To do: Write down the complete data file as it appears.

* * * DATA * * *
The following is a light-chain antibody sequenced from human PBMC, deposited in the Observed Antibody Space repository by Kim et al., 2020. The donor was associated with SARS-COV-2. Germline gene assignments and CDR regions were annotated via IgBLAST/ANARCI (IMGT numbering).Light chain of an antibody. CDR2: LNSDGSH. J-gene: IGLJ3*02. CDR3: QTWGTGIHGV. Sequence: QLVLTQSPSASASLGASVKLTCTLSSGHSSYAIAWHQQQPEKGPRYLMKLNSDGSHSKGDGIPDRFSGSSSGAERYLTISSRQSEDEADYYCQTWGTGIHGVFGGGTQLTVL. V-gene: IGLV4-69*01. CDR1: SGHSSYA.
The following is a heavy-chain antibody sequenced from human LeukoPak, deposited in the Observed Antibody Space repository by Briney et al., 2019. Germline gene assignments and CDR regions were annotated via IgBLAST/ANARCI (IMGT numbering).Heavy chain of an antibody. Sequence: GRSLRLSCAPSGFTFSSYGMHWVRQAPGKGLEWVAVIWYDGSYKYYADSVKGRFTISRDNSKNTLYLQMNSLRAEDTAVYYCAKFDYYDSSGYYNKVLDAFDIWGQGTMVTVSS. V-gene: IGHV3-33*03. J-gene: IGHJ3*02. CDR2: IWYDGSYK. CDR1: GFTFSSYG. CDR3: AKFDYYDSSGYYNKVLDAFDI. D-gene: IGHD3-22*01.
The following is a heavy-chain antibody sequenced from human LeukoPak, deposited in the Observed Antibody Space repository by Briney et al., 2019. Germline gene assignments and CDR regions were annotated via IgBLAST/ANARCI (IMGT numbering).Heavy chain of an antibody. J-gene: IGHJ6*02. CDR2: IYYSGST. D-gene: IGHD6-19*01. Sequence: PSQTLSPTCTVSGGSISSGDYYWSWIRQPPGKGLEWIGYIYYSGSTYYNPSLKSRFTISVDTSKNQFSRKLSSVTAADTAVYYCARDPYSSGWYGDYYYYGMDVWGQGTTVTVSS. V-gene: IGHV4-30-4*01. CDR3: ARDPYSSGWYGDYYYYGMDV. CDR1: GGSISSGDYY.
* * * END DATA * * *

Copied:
The following is a light-chain antibody sequenced from human PBMC, deposited in the Observed Antibody Space repository by Kim et al., 2020. The donor was associated with SARS-COV-2. Germline gene assignments and CDR regions were annotated via IgBLAST/ANARCI (IMGT numbering).Light chain of an antibody. CDR2: LNSDGSH. J-gene: IGLJ3*02. CDR3: QTWGTGIHGV. Sequence: QLVLTQSPSASASLGASVKLTCTLSSGHSSYAIAWHQQQPEKGPRYLMKLNSDGSHSKGDGIPDRFSGSSSGAERYLTISSRQSEDEADYYCQTWGTGIHGVFGGGTQLTVL. V-gene: IGLV4-69*01. CDR1: SGHSSYA.
The following is a heavy-chain antibody sequenced from human LeukoPak, deposited in the Observed Antibody Space repository by Briney et al., 2019. Germline gene assignments and CDR regions were annotated via IgBLAST/ANARCI (IMGT numbering).Heavy chain of an antibody. Sequence: GRSLRLSCAPSGFTFSSYGMHWVRQAPGKGLEWVAVIWYDGSYKYYADSVKGRFTISRDNSKNTLYLQMNSLRAEDTAVYYCAKFDYYDSSGYYNKVLDAFDIWGQGTMVTVSS. V-gene: IGHV3-33*03. J-gene: IGHJ3*02. CDR2: IWYDGSYK. CDR1: GFTFSSYG. CDR3: AKFDYYDSSGYYNKVLDAFDI. D-gene: IGHD3-22*01.
The following is a heavy-chain antibody sequenced from human LeukoPak, deposited in the Observed Antibody Space repository by Briney et al., 2019. Germline gene assignments and CDR regions were annotated via IgBLAST/ANARCI (IMGT numbering).Heavy chain of an antibody. J-gene: IGHJ6*02. CDR2: IYYSGST. D-gene: IGHD6-19*01. Sequence: PSQTLSPTCTVSGGSISSGDYYWSWIRQPPGKGLEWIGYIYYSGSTYYNPSLKSRFTISVDTSKNQFSRKLSSVTAADTAVYYCARDPYSSGWYGDYYYYGMDVWGQGTTVTVSS. V-gene: IGHV4-30-4*01. CDR3: ARDPYSSGWYGDYYYYGMDV. CDR1: GGSISSGDYY.